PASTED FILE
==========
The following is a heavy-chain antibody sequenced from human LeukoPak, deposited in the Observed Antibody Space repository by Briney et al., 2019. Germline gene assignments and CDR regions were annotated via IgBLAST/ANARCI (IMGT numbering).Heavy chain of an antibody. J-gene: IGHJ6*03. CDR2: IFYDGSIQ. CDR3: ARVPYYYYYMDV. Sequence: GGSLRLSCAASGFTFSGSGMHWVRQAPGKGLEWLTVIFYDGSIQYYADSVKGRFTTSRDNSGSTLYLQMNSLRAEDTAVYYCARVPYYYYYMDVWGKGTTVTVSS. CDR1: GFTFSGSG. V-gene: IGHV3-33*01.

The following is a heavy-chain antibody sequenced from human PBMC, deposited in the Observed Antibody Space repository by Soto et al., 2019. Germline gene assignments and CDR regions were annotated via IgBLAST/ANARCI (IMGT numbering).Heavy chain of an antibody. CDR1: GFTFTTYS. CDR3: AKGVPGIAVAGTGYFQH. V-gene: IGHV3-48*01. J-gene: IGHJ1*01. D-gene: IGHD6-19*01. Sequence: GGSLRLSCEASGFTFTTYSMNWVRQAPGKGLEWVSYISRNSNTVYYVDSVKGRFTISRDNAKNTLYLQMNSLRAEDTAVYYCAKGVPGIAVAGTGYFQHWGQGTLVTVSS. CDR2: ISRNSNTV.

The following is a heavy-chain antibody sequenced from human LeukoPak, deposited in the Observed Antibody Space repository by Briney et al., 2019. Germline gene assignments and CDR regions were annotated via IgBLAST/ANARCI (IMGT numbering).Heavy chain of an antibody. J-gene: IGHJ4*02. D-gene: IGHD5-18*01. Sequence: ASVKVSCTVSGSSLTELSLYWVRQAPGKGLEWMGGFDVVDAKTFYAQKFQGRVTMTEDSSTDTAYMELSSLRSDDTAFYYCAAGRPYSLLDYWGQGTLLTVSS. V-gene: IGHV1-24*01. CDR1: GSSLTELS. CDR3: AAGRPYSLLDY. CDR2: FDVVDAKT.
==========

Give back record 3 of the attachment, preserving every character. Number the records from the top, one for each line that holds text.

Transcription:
The following is a heavy-chain antibody sequenced from human LeukoPak, deposited in the Observed Antibody Space repository by Briney et al., 2019. Germline gene assignments and CDR regions were annotated via IgBLAST/ANARCI (IMGT numbering).Heavy chain of an antibody. J-gene: IGHJ4*02. D-gene: IGHD5-18*01. Sequence: ASVKVSCTVSGSSLTELSLYWVRQAPGKGLEWMGGFDVVDAKTFYAQKFQGRVTMTEDSSTDTAYMELSSLRSDDTAFYYCAAGRPYSLLDYWGQGTLLTVSS. V-gene: IGHV1-24*01. CDR1: GSSLTELS. CDR3: AAGRPYSLLDY. CDR2: FDVVDAKT.